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Game theory and human evolution: A critique of some recent interpretations of experimental games

Found through Cornell Summons

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Game theory and human evolution: A critique of some recent interpretations of experimental games

This research paper studies and critiques past evolutionary theories in relation to game theory.  One such critique is based on the fact that some animals, such as humans, would arbitrarily in certain one-time situations choose to harm another person while receiving a negative payoff themselves (aka revenge).

Evolutionarily stable strategy explains some behaviors that evolved through selection, which is apparently closely linked to the concept of Nash equilibrium.

However, to more accurately explain behavior, it is helpful to use aspects of psychological and social science into the game theory involved in explaining evolutionary behaviors.

The instance where an animal or person is willing punish others at the expense of themselves is called strong reciprocity.  This typically occurs when someone violates the norms of a social group or type.  Experiments have also shown that in an ultimatum game where a proposer proposes a certain amount of money for a responder to accept, sometimes the responder would choose instead to not accept and get 0 payoff, whereas had the offer been accepted, both players would have gotten a positive payoff.  This occurs when two interacting people are strangers interacting anonymously.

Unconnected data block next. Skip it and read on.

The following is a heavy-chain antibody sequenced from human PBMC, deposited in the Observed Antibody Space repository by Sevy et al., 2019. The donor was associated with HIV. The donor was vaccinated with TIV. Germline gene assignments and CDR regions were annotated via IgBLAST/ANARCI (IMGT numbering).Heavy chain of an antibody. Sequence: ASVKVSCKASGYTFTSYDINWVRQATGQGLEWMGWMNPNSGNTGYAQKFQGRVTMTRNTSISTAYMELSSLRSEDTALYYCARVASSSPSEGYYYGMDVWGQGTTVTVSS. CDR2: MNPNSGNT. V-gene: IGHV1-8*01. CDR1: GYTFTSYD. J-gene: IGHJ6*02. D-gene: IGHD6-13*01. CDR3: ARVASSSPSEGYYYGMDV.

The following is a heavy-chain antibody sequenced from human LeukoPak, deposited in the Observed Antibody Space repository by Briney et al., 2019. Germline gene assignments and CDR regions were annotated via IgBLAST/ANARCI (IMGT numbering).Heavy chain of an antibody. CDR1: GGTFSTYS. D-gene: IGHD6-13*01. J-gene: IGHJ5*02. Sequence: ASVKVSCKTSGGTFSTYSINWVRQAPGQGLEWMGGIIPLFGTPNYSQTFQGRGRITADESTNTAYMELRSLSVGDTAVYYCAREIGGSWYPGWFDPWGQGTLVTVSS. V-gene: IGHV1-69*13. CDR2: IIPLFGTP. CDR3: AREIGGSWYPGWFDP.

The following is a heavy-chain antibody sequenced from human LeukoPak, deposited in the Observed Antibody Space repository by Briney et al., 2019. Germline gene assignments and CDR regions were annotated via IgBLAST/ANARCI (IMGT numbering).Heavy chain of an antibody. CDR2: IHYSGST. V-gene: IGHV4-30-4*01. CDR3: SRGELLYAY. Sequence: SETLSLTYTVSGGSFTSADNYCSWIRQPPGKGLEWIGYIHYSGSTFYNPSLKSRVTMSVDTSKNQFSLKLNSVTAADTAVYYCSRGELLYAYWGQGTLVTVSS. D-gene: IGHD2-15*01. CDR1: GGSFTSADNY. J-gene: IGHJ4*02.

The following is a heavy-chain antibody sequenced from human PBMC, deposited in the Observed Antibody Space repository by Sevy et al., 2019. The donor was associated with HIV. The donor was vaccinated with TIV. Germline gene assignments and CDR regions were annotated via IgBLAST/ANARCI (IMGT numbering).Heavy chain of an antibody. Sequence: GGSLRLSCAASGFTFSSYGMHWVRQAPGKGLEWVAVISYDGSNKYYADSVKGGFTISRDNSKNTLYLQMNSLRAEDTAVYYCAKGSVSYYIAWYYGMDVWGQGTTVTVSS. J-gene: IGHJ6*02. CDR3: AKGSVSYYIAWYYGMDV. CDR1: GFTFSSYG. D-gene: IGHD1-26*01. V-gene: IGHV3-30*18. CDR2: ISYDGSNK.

One proposed explanation is that inequity causes a certain kind of negative payoff, and that people strive to minimize that in favor of everyone simply getting a positive monetary payoff.  These non-maximization scenarios of payoffs in groups are called “altruism”. “Punishment” goes to defectors from the norms of a group, and altruism decreases when defectors decrease. This is called “cultural group selection”.

This selection involves conformist transmission, where people try to behave the same way, and prestige-biased transmission, where successful people are imitated.

Another theory to explain non-maximizing behaviors is the mismatch hypothesis.  For example, evolutionarily in the past, venomous snakes and spiders were truly dangerous to humans.  However, today, they kill less than 20 people per year compared to tens of thousands of deaths due to automobile and electronic accidents.  Yet, humans don’t run away from cars, but most are afraid of snakes and spiders.  Thus, this explains many weird negative human behaviors as a result of our evolutionary past, where the absence of “retaliation” often meant a much more negative payoff compared a successful retaliation.

In their conclusion, the researchers believe that experimental game results do show that most people genuinely care about others. However, they do not believe that this altruism is a group-selected norm due to lack of evidence.


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